There’s also an ongoing federal case in Washington state filed against the FDA by 17 pro-abortion states and the District of Columbia. On April 7, U.S. District Judge Thomas Rice ruled that the FDA could not alter the availability of mifepristone in the 18 jurisdictions that filed the lawsuit. But he declined to apply that ruling nationwide and did not discard the existing safety precautions for mifepristone distribution. Proceedings have since continued in the case at the district court level.

What else are pro-life groups doing to protect unborn babies from drug-induced abortions? On Wednesday, Students for Life of America filed a citizen petition with the FDA to contest the agency’s approval of mifepristone in 2000 on the grounds that the agency didn’t do its homework to find out how the drug would affect the environment. According to the petition, the FDA stated that “adverse effects are not anticipated upon endangered or threatened species” but didn’t provide further explanation. The pro-life group urges the agency to revoke this approval until it consults the U.S. Fish and Wildlife Service and the National Marine Fisheries Service about the drug.

The petition also noted that, before granting approval of mifepristone in 2000, the FDA said it would establish high standards for disposal of drug-related waste.

“This has not been the case,” Students for Life argued, adding that mifepristone and the remains of aborted babies in wastewater could negatively affect animals and people. “The [abortion] industry’s practice to date is to allow the byproducts of mifepristone usage to be flushed into the patient’s toilet, as is the FDA’s,” the petition said, “but everything that is flushed goes into America’s wastewater system.”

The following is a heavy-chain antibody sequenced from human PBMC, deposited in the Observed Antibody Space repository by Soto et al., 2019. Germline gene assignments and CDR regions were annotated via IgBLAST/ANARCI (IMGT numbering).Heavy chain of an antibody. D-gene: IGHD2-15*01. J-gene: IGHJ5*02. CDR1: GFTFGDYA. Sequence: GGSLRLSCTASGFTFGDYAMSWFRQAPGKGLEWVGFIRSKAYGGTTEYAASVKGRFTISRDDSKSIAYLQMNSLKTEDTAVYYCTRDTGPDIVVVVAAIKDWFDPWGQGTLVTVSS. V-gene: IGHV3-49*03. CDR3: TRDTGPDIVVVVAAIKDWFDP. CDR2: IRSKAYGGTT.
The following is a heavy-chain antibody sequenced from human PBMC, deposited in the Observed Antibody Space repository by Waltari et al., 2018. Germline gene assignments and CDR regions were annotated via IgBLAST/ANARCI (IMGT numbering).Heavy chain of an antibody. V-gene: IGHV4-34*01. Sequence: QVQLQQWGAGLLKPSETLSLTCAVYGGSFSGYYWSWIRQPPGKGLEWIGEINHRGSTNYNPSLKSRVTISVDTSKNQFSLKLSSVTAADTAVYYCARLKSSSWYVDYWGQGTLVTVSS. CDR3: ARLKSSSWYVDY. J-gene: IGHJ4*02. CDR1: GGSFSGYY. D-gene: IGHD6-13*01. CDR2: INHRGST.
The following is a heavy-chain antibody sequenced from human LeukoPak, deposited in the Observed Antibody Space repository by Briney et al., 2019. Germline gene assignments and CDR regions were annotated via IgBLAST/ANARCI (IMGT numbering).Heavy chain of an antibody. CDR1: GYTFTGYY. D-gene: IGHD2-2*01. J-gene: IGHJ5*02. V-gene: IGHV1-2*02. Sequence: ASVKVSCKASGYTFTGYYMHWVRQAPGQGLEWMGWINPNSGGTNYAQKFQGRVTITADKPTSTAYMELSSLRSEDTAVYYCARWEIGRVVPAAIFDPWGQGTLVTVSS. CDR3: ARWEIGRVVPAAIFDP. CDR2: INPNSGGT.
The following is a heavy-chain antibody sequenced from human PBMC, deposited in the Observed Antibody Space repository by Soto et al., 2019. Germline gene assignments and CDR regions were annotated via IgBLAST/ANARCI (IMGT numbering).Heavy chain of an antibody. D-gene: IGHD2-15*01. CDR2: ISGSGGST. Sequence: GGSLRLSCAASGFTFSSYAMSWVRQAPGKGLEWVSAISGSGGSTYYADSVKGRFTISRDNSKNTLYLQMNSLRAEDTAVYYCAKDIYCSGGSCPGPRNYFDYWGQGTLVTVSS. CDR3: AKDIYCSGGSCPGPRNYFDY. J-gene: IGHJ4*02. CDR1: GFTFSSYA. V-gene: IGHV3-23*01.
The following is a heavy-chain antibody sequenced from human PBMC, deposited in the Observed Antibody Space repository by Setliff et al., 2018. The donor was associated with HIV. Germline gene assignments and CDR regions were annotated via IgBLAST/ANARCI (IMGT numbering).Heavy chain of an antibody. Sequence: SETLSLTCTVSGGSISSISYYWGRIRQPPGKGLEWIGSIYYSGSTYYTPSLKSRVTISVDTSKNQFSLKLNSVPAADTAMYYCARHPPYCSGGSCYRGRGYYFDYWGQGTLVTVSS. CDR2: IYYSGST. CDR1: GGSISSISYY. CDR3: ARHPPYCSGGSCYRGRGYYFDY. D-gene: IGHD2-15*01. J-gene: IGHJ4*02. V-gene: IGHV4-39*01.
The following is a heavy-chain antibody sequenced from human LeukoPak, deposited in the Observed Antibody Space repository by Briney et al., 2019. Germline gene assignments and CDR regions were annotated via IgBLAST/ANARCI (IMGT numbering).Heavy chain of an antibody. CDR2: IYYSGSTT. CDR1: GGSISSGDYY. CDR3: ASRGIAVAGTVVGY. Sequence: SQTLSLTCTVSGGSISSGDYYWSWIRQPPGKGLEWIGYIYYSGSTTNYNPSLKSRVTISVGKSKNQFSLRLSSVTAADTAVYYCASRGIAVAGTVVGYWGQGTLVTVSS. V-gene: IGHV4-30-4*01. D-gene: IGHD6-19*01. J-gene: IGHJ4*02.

How will chemical abortions change if mifepristone comes off the market? Women will likely continue to access mifepristone even if it becomes unavailable in the United States. Since 2018, the European group Aid Access has been shipping mifepristone and its companion drug misoprostol to U.S. women. Requests to the website increased after the Supreme Court overturned Roe v. Wade in June 2022. In addition, pro-abortion states are stocking up on abortion pills in preparation for mifepristone possibly becoming unavailable. Oregon Gov. Tina Kotek announced Thursday that the state would secure a three-year supply of mifepristone, joining states such as Washington and Massachusetts in stockpiling the drug.

Abortionists have also floated the idea of facilitating misoprostol-only abortions. While mifepristone effectively starves the unborn baby of vital nutrients, misoprostol induces contractions that expel the baby. Using misoprostol alone is a common form of chemical abortion in underdeveloped countries. But it can often result in incomplete abortions that require surgery to fully remove the baby’s remains. Some women who have experienced the effects of misoprostol fear that using that drug alone for chemical abortions will increase the physical dangers for women beyond the existing dangers for unborn babies.

Leah Savas

Leah is the life beat reporter for WORLD News Group. She is a graduate of Hillsdale College and the World Journalism Institute and resides in Grand Rapids, Mich., with her husband, Stephen.


I so appreciate the fly-over picture, and the reminder of God’s faithful sovereignty. —Celina